“We know what to do. Here it is, ready? In order for Kony to be arrested this year, the Ugandan military has to find him. In order to find him, they need the technology and training to track him in the vast jungle. That’s where the American advisors come in. But in order for the American advisors to be there, the American government has to deploy them. They’ve done that, but if the government doesn’t believe the people care about Kony, the mission will be cancelled. In order for the people to care, they have to know. And they will only know if Kony’s name is everywhere” (Kony 2012, YouTube).

One of the major criticisms of ‘Kony 2012’ is the neo-colonial nature of the campaign (Flock, 2012). According to Blattman (2009) the video not only hints at the idea of the ‘White mans burden’, it shapes ‘Kony 2012’. The savior attitude throughout the campaign has been persistent, with Americans led to believe they can make up for past mistakes (see The MTV Generation and Social Activism). Glenna Gordon insists that Invisible Children are actively creating an myth for Americans to buy into, just like a marketing campaign for a product (Flock, 2012). However, it is important to note that Invisible Children is a business and a film company, not an aid provider or a charitable organization and many Africans at the grassroots levels feel that the campaign has dis-empowered their voices (Blattman, 2009). This is due to the fact that during the video no Africans or Ugandans offer policy suggestions, and it is inadvertently implied that the local government has made no progress in combating Joseph Kony or the LRA (Cronin-Furman and Taub). Furthermore, with the reductionist nature of the film people in conflict are put into two broad categories, first, mass-murderers like Jospeh Kony, and second, helpless victims who are passive and need saving (Cronin-Furman and Taub).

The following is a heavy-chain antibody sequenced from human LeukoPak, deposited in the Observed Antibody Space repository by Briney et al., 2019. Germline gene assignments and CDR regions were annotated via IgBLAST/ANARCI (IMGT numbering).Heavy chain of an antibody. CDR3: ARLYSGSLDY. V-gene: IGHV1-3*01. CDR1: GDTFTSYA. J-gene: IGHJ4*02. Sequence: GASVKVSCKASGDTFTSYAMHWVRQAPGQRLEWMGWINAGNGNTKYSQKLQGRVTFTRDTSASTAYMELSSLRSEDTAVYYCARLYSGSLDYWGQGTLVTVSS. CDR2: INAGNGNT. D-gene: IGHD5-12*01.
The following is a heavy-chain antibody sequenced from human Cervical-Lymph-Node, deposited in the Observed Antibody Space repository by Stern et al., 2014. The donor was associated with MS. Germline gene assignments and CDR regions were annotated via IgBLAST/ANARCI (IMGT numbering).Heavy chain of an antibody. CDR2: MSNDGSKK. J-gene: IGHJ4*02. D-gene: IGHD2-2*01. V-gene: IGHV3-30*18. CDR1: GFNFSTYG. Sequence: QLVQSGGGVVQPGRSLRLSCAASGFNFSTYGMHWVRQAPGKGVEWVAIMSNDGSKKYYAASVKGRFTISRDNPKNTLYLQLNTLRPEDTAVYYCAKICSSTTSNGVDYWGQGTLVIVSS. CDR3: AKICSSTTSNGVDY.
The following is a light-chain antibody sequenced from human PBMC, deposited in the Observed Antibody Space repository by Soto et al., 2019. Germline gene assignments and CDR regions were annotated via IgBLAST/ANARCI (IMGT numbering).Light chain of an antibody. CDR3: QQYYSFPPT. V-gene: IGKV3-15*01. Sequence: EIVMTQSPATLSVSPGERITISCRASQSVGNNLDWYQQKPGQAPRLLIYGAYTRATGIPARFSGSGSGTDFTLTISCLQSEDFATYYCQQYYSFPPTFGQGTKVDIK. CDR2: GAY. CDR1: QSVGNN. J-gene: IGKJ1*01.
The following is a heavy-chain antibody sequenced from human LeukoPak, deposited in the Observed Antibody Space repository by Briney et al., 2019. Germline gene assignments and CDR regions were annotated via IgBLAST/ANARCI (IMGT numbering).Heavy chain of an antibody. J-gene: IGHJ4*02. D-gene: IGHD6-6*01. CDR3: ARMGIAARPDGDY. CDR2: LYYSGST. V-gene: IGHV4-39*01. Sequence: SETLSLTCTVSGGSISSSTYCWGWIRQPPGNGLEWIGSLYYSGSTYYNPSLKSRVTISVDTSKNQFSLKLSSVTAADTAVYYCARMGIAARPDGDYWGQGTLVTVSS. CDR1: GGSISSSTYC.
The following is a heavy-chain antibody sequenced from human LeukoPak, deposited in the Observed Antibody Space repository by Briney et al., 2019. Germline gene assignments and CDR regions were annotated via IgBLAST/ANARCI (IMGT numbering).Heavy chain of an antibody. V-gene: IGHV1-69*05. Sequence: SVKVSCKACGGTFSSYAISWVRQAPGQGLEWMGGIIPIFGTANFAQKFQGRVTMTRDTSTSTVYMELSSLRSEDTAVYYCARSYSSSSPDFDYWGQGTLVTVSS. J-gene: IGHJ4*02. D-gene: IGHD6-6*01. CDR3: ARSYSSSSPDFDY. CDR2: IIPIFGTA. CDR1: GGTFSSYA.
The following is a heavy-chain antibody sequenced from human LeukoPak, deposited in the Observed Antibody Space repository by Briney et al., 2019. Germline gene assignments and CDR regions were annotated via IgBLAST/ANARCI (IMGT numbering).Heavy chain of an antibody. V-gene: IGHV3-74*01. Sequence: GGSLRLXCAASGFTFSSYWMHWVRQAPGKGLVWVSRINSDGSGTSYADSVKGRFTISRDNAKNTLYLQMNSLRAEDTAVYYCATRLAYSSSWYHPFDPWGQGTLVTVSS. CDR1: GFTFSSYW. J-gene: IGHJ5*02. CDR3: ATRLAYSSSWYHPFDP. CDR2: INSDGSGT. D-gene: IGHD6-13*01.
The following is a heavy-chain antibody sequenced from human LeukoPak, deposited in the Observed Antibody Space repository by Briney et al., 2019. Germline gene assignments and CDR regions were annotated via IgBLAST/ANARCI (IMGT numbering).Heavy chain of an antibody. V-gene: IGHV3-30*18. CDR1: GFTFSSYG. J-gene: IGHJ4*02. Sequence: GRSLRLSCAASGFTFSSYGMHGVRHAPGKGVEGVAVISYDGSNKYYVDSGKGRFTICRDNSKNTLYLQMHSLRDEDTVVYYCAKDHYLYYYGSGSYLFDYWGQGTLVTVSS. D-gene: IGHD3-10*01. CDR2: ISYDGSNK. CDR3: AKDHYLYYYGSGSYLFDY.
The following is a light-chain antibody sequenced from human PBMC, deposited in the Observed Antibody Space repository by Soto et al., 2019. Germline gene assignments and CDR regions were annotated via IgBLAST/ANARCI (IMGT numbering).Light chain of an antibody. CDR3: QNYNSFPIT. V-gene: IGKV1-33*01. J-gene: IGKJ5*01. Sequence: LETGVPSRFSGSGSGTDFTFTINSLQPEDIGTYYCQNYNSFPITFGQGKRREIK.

References

BBC News, 2008 Christmas massacres ‘killed 400’, http://news.bbc.co.uk/2/hi/africa/7804470.stm, 09/10/2012

Blattman, C. 2009 Visible Children, http://chrisblattman.com/2009/03/04/visible-children/, 08/10/2012.

Cavanagh, C, J. 2012 Kony 2012 and the political economy of conflict representation, Department of International Environment and Development Studies, Norwegian University of Life Sciences, unpublished.

Cronin-Furman, K., Taub, A. 2012 Solving war crimes with wristbands: The arrogance of ‘Kony 2012’, http://www.theatlantic.com/international/archive/2012/03/solving-war-crimes-with-wristbands-the-arrogance-of-kony-2012/254193/, 08/10/2012.

Flock, E. 2012 Invisible Children founders posing with guns: an interview with the photographer, http://www.washingtonpost.com/blogs/blogpost/post/invisible-children-founders-posing-with-guns-an-interview-with-the-photographer/2012/03/08/gIQASX68yR_blog.html, 08/10/2012.

Har-Even, B. 2012 Director of product management YouTube: “YouTube has become a global living room”, http://www.telecoms.com/48969/head-of-youtube-%E2%80%9Cyoutube-has-become-a-global-living-room%E2%80%9D/, 08/10/2012

Kron, J., Goodman, D. 2012 Online, a Distant Conflict Soars to Topic No. 1, http://www.townshipschools.com/userfiles/1122/Classes/66216/NYTimes%20-%20Distant%20Conflict%20No%201.pdf, 08/10/2012.

Power, S. 2002 A Problem from hell: America in the age of genocide, Basic Books: New York.